Gregor MacDonald has a post up calling shenanigans on the idea that the U.S. economy is recovering. I would note that if you believe the statistics as reported, then the U.S. economy has moved from a recovery on to expansion; the idea here is that GDP took back the 2007 high and is now growing past that figure.
Back to Gregor, who notes that the employment situation is still a huge drag. I would note housing is also still a huge drag. What I think we are seeing is evidence of a fairly rapid evolution of the American economy. To the jobs situation, the last couple of recessions have been followed by what were comparatively poor job recoveries, with the current event being the worst of the last three. The housing numbers make for a different situation as there was/is a price correction of a gross excess.
While I am not devoted to reversion to the actual mean, a long, drawn-out working off of the excess seems logical. There is still a long way to go with regards to writedowns and foreclosures. It is possible that there will be little to no decline from here, but many years before prices get bid up (so reduced price volatility) but either way a healthy housing market is a long way off.
I guess I believe in the new normal, or at least some version of it. This is evident in my long-running idea of the U.S. as a less compelling investment destination.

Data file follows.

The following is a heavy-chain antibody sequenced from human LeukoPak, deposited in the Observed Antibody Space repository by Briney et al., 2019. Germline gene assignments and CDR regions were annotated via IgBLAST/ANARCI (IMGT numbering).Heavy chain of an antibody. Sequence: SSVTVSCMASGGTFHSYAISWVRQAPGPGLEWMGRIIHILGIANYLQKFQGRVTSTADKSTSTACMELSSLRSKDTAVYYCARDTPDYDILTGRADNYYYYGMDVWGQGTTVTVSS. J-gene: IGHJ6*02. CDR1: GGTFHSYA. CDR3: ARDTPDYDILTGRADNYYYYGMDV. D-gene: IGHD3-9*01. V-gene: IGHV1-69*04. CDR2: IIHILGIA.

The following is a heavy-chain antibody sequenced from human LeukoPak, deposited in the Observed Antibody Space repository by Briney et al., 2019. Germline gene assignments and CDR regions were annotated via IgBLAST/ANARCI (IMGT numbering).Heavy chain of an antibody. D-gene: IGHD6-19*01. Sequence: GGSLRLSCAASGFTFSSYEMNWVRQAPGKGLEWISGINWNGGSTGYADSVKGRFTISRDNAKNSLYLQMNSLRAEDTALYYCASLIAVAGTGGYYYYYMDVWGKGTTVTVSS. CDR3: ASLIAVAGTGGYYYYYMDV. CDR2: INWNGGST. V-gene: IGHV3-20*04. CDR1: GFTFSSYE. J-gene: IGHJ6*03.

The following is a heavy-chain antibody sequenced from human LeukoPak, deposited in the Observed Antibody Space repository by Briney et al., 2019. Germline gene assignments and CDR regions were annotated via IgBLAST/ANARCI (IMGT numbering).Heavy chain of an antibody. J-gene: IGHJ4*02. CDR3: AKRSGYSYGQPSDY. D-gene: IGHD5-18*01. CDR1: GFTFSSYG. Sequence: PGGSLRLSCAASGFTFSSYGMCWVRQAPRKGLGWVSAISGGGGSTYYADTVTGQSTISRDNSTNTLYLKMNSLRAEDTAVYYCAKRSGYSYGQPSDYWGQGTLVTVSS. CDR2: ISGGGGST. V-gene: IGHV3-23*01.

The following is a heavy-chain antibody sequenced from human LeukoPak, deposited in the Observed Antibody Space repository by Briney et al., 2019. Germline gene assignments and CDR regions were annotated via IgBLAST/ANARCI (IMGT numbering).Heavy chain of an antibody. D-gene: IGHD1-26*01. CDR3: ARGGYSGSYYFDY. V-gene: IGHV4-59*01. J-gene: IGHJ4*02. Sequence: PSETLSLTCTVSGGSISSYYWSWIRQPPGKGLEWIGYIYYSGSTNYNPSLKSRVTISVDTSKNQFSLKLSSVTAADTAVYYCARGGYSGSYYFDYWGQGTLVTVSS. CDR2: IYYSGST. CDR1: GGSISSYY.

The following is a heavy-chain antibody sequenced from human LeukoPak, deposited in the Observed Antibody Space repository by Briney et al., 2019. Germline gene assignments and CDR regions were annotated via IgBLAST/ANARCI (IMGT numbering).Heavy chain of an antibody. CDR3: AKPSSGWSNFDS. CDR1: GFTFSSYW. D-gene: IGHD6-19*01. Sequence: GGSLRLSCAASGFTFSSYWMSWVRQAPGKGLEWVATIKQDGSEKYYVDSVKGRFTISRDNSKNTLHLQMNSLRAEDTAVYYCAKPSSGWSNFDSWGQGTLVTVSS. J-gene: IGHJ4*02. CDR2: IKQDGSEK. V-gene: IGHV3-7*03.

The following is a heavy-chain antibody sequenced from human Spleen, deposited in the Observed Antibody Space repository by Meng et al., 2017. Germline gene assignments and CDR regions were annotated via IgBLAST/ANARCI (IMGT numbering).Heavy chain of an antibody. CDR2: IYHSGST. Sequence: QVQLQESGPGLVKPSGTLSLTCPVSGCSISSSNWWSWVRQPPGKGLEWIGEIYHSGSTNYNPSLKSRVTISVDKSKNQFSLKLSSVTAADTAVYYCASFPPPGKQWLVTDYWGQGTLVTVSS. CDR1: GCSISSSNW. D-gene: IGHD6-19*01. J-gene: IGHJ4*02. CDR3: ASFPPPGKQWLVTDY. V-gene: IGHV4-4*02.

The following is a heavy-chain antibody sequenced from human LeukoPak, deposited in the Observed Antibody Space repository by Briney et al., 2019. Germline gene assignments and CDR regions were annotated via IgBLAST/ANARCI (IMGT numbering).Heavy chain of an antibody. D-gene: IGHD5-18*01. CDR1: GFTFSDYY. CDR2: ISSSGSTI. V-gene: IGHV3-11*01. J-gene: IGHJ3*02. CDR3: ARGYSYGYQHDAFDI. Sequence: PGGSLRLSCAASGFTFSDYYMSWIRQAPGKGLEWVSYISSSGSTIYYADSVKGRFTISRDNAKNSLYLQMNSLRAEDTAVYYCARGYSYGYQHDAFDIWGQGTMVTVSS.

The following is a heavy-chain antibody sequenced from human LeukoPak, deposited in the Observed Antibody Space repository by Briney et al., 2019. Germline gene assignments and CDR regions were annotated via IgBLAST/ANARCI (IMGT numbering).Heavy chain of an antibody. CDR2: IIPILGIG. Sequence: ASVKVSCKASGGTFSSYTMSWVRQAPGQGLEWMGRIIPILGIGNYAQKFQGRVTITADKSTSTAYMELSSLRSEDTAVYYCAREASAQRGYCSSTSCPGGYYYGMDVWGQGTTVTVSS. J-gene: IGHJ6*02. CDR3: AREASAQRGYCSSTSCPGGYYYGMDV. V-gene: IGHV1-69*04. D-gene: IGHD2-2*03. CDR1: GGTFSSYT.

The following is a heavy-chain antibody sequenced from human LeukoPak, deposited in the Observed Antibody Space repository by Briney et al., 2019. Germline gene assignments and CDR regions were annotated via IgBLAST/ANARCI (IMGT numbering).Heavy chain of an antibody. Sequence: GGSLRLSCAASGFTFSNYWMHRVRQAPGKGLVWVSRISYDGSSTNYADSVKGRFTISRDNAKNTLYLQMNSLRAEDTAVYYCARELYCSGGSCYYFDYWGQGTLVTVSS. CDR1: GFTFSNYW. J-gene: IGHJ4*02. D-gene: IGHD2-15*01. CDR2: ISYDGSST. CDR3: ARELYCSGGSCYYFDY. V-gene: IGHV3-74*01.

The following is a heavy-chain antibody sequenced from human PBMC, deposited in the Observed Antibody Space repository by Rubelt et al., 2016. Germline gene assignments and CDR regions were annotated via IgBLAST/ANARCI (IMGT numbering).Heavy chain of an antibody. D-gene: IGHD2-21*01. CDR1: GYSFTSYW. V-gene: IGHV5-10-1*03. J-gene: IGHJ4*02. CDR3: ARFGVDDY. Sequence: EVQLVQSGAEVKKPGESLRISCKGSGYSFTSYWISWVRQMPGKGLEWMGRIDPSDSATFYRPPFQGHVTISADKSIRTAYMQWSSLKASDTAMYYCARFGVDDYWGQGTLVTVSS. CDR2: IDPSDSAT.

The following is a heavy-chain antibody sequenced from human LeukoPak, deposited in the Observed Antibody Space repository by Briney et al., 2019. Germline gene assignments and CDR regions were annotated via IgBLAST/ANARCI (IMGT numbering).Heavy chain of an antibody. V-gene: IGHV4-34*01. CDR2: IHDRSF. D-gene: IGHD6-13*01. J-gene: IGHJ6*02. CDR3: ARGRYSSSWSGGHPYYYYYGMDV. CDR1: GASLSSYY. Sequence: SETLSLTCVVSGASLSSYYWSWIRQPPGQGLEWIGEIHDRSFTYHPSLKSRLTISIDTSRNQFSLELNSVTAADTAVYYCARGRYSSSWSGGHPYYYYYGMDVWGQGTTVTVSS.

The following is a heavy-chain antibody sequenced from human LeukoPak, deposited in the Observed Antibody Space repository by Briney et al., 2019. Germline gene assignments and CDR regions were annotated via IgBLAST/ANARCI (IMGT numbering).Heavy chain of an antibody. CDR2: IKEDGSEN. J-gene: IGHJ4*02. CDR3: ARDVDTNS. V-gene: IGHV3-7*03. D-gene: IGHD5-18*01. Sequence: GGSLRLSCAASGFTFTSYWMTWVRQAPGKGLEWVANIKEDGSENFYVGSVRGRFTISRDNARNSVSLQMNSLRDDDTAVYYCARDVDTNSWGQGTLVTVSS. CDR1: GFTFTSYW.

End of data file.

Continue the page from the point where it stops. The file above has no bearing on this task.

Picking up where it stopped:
Now comes the discussion about the Fed's desperate and extraordinary action to try to stimulate demand and other forms of risk-taking. Some have tried to quantify the impact the Fed has had on the economy and the stock market; while deriving a theory about exact numbers here is beyond my analytical skill, I do believe things would be much different (that is, much worse) without the intervention. Lack of natural demand is very unhealthy.
Another point I have made often is that anything can go up in price at any time, even when it shouldn't. Some sort of snapback off the March 2009 low was perfectly logical in terms of being normal market behavior. At some point (eye of the beholder) the 23-month move lost its logic -- like maybe last August? -- but continues to move higher anyway.
I continue to believe in a longer term thesis and believe that the U.S.' fundamentals are far inferior to many other investment destinations. If I turn out to be correct about this over the next stock market cycle, or even the next decade, there will still be stretches where U.S. equities do well -- even entire calendar years. We know that the last decade was a bad one for U.S. stocks, but 2003 and 2009 were great individual years for returns. As great as those years were, investors were still far better off for the decade elsewhere -- and I continue to believe this to be the case.